The Cycling Anti-Doping Foundation (CADF) has announced that out-of-competition testing has returned to normal levels following a reduction being caused by the coronavirus pandemic.
In June the CADF announced that testing had been significantly reduced as the pandemic had resulted in many countries introducing new restrictions on social interactions which meant that the testing process could not be carried out, with the CADF saying that the number of out-of-competition tests had fallen by 90%.
As sports were suspended for several months there could be no in-competition testing taking place with the CADF saying to Reuters “From January 1 to August 31, 2020, more than 5,000 samples were collected. This represents half the number of samples collected in 2019 for the same period, which is explained by the high number of UCI [International Cycling Union] events cancelled in 2020 due to the COVID-19 pandemic. Moreover, in 2020, 80 per cent of these samples were collected out-of-competition. In addition, for the period from May to August, the CADF reached the same level of testing in 2020 as 2019 despite the significant reduction in out-of-competition testing following the announcement of the pandemic. This shows that the CADF out-of-competition testing programme in cycling has returned to normal.”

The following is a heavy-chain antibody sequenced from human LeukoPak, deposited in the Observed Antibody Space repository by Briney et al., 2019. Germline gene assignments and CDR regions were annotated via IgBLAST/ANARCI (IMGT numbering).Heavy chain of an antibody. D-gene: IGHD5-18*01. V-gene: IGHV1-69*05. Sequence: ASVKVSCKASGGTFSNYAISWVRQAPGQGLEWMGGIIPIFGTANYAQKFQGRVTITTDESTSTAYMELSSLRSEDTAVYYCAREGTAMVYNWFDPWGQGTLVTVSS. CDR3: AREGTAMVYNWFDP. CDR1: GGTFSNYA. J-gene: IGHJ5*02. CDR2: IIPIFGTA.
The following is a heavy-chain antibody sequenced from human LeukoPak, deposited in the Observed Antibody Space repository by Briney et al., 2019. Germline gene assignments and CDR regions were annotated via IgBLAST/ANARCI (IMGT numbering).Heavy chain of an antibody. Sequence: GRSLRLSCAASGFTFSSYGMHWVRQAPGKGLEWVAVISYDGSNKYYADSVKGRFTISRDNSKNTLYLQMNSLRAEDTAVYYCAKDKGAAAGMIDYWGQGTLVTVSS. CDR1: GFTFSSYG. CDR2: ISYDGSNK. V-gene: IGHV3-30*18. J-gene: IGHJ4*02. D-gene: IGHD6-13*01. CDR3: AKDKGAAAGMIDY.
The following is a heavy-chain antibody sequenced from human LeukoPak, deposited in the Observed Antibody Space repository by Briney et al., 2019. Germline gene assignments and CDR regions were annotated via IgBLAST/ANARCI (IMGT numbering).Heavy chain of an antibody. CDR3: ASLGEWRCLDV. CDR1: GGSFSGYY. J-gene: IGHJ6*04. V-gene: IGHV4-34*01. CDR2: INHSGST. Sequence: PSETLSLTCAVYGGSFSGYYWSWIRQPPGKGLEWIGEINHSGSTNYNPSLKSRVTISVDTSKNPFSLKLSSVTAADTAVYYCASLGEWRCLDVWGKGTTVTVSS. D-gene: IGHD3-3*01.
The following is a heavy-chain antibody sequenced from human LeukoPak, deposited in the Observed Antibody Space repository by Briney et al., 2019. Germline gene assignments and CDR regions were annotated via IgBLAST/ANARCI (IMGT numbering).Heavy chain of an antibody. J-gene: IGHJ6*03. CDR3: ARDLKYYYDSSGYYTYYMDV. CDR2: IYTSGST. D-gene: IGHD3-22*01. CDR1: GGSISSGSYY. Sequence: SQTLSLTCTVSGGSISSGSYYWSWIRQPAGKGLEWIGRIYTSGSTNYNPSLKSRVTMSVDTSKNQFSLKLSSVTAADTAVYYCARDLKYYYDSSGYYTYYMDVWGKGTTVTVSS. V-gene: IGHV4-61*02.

UCI events were suspended in March and did not begin again until August, with the Tour de France currently taking place. The CADF has been responsible for the UCI anti-doping programme since 2008 but from next year the International Testing Agency will take over the programme.
The original article can be found here.